attacks. This is the way it should be.

The problem with security is that it isn't cut and dry, unless you don't 
want to accept any user input at all.

I would also advise against using CakePHP, which holds your hand and 
empties your garbage for you, as an example in the future as "best 
practice" because I don't really buy that CakePHP is best practice. It 
isn't for performance reasons, however neither is WordPress and in fact 
a lot of the developers suggest features and implementations which would 
make WordPress even more slow, so take what you will. I'm not the most 
intelligent developer on this list, nor the best, but I do read a lot 
and I do give advice based on other intelligent developers. I'll tell 
you now, that from what I've read, this sort of generalization of 
security is NOT the way to go, because it offers a false sense of security.

Jacob Sanots

Florian Thiel wrote:
> On Thu, Jan 22, 2009 at 1:44 PM, Jacob Santos <wordpress at santosj.name> wrote:
>> I apologize, I recognized some of the functions you were proposing as those
>> usually found in database abstraction (which I confused with Active Record
>> (!= ADODB) ). When I think data-access abstraction (Documentation might be
>> incorrect on php.net, PDO appears to be database access abstraction with
>> some touch of data access abstraction in that you can use the same methods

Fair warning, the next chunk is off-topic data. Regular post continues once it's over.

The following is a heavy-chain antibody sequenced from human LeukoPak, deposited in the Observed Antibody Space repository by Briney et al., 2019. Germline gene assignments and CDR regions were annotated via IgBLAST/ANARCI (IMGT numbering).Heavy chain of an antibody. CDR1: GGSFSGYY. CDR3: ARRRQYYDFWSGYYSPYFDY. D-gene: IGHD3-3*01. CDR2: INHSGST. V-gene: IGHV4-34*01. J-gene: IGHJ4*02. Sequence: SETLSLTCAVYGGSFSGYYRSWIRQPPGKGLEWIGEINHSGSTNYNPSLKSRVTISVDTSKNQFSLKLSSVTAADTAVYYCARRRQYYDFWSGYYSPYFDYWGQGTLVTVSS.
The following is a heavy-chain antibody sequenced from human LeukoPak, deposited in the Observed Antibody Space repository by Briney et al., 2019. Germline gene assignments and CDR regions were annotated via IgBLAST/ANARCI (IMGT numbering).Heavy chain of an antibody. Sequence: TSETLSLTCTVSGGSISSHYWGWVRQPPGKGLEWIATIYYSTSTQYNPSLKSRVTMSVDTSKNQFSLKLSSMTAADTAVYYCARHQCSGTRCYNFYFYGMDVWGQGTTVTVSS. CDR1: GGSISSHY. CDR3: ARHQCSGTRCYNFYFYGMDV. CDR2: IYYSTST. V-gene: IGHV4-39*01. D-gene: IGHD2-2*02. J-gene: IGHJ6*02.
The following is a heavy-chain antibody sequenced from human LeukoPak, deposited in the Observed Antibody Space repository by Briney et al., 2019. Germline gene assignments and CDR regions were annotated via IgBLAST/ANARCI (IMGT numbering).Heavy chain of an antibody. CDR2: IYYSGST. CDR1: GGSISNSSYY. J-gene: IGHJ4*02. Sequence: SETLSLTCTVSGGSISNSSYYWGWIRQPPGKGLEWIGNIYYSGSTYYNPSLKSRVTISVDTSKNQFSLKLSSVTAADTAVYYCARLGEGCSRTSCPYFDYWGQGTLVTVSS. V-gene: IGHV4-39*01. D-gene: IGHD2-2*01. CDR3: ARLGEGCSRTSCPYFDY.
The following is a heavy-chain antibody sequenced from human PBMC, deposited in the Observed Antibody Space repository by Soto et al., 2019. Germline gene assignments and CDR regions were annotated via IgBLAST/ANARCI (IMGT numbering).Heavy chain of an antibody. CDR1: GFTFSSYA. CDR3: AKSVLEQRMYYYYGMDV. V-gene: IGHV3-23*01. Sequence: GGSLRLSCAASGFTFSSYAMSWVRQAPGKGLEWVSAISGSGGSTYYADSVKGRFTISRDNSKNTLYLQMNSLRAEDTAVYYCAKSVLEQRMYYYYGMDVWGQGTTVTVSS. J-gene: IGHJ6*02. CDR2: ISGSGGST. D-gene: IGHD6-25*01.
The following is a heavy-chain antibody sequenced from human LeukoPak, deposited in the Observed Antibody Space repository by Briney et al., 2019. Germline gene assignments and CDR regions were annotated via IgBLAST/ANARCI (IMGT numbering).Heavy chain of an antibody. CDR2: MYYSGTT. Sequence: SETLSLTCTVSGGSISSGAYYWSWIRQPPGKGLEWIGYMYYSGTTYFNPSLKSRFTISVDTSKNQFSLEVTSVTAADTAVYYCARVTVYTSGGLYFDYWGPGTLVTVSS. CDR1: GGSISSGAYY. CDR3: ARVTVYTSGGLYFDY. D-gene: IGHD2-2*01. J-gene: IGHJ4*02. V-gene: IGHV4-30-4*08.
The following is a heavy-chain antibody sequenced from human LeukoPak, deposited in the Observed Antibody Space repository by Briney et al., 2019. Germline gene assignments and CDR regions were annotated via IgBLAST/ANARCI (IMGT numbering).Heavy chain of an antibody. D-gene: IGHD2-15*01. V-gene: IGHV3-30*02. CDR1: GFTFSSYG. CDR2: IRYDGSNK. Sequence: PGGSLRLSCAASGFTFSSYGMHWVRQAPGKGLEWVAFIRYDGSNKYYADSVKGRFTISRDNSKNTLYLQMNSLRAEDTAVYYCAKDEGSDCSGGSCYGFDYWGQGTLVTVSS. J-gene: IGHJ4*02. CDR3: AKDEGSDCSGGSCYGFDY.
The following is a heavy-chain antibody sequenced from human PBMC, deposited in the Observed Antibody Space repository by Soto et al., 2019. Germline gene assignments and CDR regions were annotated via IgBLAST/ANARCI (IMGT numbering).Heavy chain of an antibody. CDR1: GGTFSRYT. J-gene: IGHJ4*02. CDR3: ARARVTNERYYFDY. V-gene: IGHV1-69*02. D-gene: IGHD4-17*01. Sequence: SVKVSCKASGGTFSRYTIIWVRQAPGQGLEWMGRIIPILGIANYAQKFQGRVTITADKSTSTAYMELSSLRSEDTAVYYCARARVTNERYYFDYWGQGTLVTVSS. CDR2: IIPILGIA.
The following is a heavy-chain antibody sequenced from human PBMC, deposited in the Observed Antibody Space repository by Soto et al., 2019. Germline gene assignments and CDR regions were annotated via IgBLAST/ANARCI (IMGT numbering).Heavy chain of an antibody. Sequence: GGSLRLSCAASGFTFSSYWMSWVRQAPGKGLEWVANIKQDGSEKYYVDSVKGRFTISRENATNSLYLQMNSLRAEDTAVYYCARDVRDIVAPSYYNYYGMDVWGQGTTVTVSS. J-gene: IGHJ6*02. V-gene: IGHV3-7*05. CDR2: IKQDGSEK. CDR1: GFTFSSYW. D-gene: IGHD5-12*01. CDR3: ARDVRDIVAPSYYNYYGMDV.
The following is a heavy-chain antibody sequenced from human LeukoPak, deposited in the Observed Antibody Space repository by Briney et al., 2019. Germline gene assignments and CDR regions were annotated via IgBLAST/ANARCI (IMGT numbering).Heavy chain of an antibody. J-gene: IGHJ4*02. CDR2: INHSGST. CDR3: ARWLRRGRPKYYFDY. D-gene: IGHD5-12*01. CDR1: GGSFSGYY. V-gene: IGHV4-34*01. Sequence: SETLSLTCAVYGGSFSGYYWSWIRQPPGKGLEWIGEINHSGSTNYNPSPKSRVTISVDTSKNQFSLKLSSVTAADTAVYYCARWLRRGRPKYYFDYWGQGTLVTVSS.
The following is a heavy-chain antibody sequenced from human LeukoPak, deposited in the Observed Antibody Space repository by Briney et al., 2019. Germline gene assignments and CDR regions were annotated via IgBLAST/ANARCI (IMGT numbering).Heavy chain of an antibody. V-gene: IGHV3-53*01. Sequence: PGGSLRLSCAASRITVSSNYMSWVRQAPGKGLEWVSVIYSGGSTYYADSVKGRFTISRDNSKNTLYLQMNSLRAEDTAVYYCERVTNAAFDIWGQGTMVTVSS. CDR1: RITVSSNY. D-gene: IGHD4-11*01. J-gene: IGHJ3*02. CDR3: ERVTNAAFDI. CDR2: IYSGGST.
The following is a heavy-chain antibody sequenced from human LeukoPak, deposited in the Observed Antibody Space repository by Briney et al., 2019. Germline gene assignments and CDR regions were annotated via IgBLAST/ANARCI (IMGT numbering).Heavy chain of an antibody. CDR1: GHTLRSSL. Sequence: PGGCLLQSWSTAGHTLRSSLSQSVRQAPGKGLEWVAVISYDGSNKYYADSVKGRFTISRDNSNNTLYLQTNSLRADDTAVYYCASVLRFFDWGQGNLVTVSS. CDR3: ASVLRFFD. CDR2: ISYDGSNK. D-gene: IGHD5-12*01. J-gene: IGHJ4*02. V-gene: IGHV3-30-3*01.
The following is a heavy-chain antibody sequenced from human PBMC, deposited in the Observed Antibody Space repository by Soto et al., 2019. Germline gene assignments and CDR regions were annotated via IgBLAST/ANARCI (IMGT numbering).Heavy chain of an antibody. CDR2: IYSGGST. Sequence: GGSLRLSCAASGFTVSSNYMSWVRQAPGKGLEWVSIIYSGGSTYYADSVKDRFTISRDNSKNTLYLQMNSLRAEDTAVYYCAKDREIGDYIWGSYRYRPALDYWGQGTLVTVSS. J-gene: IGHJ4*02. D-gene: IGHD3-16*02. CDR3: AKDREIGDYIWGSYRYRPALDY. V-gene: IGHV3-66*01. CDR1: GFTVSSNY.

>> to access queries in any database), I think of PDO and it certainly doesn't
>> have an insert, update, where or select method. It has prepare method.
>> Actually query is actually a prepare that is abstracted from the developer.
> No problem.
>> Direct SQL in and of itself is not a bad thing, because if you know what you
>> are doing and protect against hacking attempts, then there is no reason to
>> further extend it by abstracting the SQL out. You are adding overhead where
>> none is really needed. Your requirements have already been met by using
>> prepare().
>> What you seem to be worried about are plugin authors, which don't know about
>> or don't use prepare() when using SQL. If they aren't, then they probably
>> aren't protecting against other attacks.
> No, I'm not especially worried about plugin developers. And I'm not
> especially worried about people who don't know about prepare().
> Experience shows that these things "just happen" (tm). That's where I
> was going with the XSS example. WordPress developers seem to know
> about the problem of XSS in general, but sometimes you forget to
> sanitize your output (or input in the SQL case) or use the wrong
> sanitation. If you use abstraction, the right thing has to be done in
> one place only. If everybody was perfect all the time, your argument
> would be totally valid. But we're not. That's why reducing redundancy
> (in the end, that's what these abstractions do) is a good thing. It
> makes code more readable, more maintainable and more secure.
> Comet Support has an article about how SQL abstraction is handled in
> CakePHP (http://cakephp.prometsupport.com/tag/sql-injection/). This is
> a good example how powerful such an abstraction can be. NOTE: I'm not
> suggesting WP should absolutely do it that way. I just want to give an
> example how powerful an abstraction can be (note that you can
> guarantee correct SQL because you're building the statement in the
> abstraction method).
> Still unconvinced?
> Florian